R. Sophie's Perpetual struggling through the Gaura before clearing the bed

The bed looks very bare but at least the roses can now breathe!

The garden reveals its treasures in a relaxed way, the days make you want to linger and search for all that is changing.  My last image is an Arbutus – its shiny, evergreen leaves combining with the ‘strawberry’ fruit and white flowers to attract a still-active bumble bee, it is a different variety than I usually see in the garden.

My Breakfast today

Yesterday when I opened the greenhouse door in the morning there was an overwhelming perfume of MELON!  So this morning I ate just fruit for breakfast, all of it from the garden.

All harvested yesterday afternoon

There were many more raspberries and strawberries but I’d eaten them before I thought about writing this post!

The melon weighed in at 1.75 kg, its weight was just beginning to make the stalk come away from the fruit.  Here it is growing in the greenhouse and in all its glorious stages.

In the greenhouse, at the end of last month

Just picked

Cut, it was very juicy

I still can’t quite believe that I can grow melons, which is the reason for the excessive number of images.  Those of you who have this Ikea chopping board will understand the size of the melon.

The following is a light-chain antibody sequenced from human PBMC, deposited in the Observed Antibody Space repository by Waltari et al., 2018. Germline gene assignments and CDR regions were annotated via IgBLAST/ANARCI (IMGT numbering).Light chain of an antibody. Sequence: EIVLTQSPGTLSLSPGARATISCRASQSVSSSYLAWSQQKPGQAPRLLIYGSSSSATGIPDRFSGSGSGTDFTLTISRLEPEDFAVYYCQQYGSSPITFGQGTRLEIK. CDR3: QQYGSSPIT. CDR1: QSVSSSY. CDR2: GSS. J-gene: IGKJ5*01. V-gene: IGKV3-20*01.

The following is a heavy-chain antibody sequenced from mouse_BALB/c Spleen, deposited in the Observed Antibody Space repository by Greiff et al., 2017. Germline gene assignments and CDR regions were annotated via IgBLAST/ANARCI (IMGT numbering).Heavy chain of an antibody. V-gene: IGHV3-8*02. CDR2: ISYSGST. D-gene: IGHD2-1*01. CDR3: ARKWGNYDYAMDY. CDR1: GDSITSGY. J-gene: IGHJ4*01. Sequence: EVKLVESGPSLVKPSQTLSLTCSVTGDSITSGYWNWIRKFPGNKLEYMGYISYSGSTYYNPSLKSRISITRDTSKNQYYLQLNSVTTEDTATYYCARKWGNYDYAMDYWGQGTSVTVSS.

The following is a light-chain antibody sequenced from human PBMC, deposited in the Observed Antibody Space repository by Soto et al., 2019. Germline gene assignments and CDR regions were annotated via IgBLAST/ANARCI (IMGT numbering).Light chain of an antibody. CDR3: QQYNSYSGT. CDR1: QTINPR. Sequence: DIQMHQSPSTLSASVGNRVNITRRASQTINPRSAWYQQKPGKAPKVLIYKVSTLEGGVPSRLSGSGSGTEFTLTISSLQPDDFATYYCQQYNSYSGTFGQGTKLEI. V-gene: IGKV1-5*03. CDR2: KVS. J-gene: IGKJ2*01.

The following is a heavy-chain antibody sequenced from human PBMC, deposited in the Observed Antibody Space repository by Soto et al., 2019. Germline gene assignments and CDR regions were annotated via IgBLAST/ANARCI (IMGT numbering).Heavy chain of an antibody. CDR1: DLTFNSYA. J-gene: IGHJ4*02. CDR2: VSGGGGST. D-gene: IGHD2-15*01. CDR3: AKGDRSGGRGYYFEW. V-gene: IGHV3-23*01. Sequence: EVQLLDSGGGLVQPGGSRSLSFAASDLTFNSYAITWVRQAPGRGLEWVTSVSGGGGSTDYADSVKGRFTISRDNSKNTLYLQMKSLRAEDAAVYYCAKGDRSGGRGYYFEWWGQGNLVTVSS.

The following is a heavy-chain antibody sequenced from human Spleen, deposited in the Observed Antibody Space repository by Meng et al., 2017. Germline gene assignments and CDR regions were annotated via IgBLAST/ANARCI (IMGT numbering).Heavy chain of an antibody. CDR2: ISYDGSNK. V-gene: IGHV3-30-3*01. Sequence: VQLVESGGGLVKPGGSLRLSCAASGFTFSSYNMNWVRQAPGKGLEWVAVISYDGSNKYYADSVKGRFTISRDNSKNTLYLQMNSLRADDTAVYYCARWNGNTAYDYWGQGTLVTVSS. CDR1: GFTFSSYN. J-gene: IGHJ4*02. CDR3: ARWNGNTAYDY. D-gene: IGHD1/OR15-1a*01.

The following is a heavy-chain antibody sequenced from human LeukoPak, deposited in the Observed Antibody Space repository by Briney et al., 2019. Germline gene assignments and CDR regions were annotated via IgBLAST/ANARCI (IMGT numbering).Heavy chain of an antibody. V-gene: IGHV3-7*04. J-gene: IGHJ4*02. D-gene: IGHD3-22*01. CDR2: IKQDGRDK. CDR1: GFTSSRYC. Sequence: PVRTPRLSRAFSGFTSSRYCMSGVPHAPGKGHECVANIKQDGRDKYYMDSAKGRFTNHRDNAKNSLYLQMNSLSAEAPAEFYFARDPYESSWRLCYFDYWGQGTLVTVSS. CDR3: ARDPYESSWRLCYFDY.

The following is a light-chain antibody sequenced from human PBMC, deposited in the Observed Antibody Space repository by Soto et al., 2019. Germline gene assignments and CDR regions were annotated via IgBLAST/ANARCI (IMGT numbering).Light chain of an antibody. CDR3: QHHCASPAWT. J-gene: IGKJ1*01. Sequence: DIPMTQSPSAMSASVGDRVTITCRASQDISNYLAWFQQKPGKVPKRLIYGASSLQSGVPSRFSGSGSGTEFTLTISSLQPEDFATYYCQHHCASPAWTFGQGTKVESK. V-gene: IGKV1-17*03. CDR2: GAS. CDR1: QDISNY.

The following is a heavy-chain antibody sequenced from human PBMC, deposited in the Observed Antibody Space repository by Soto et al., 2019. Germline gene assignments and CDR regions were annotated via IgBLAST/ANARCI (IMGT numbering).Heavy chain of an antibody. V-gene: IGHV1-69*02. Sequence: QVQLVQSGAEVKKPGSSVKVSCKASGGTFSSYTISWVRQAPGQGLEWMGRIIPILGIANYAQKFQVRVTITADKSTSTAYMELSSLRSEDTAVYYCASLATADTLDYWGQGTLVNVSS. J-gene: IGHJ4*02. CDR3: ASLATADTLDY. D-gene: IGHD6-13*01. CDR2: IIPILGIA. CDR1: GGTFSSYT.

Figs are really my favourite fruit and this year there are more than ever before but the birds have also decided they rather like them so I don’t know how many they will leave for me.  The strawberries are being very productive and the raspberries are still producing enough to eat some every couple of days; new stems have grown that will produce more fruit next month, I imagine.

We are eating meals that consist many of vegetables as there is so much produce being harvested.  Yesterday evening we barbeque-grilled peppers, sliced aubergine and zucchini (courgettes) and I made a tomato salad with T. Mamande precoce (early) and a yellow pear-shaped tomato that I grew from seed that came from a tomato a friend gave me 18 months ago (I had been worried that they wouldn’t come true from the seed as she had many different varieties.

The green herb on the tomatoes is a thyme-like herb that tasted of pepper, sometimes I use basil as well.

Grilled aubergine and zucchini

 

Refreshing Cucumber and yogurt

For a little appetizer I cooked a cob of sweetcorn.

There is something so very satisfying about harvesting and eating immediately crops from the garden.  I especially love picking strawberries and raspberries and eating them still warm from the sun.